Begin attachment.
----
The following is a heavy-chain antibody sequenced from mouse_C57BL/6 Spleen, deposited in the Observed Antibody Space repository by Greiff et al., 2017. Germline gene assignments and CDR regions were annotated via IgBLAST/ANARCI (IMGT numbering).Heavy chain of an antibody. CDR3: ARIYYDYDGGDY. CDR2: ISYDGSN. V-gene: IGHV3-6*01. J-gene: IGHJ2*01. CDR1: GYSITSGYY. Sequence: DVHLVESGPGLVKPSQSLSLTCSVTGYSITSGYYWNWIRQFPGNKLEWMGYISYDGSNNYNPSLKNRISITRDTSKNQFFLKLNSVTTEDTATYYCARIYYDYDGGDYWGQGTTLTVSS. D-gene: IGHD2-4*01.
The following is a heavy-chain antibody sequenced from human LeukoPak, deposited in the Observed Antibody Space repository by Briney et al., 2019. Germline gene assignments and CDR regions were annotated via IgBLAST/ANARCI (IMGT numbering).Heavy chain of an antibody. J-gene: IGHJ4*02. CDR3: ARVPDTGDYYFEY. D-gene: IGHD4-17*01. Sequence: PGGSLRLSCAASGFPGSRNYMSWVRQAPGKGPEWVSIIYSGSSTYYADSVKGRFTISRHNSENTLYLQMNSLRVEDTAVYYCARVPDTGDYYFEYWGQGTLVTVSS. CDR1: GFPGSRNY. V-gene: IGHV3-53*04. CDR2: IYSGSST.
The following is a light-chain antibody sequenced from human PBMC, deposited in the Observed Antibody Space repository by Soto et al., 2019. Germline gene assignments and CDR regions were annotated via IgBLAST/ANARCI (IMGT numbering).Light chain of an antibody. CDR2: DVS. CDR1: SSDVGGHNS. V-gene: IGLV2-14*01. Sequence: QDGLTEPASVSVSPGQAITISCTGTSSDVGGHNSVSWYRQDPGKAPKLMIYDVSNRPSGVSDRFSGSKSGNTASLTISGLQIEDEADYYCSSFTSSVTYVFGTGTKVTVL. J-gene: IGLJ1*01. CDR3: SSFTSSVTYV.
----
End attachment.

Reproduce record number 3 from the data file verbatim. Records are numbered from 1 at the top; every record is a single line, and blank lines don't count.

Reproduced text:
The following is a light-chain antibody sequenced from human PBMC, deposited in the Observed Antibody Space repository by Soto et al., 2019. Germline gene assignments and CDR regions were annotated via IgBLAST/ANARCI (IMGT numbering).Light chain of an antibody. CDR2: DVS. CDR1: SSDVGGHNS. V-gene: IGLV2-14*01. Sequence: QDGLTEPASVSVSPGQAITISCTGTSSDVGGHNSVSWYRQDPGKAPKLMIYDVSNRPSGVSDRFSGSKSGNTASLTISGLQIEDEADYYCSSFTSSVTYVFGTGTKVTVL. J-gene: IGLJ1*01. CDR3: SSFTSSVTYV.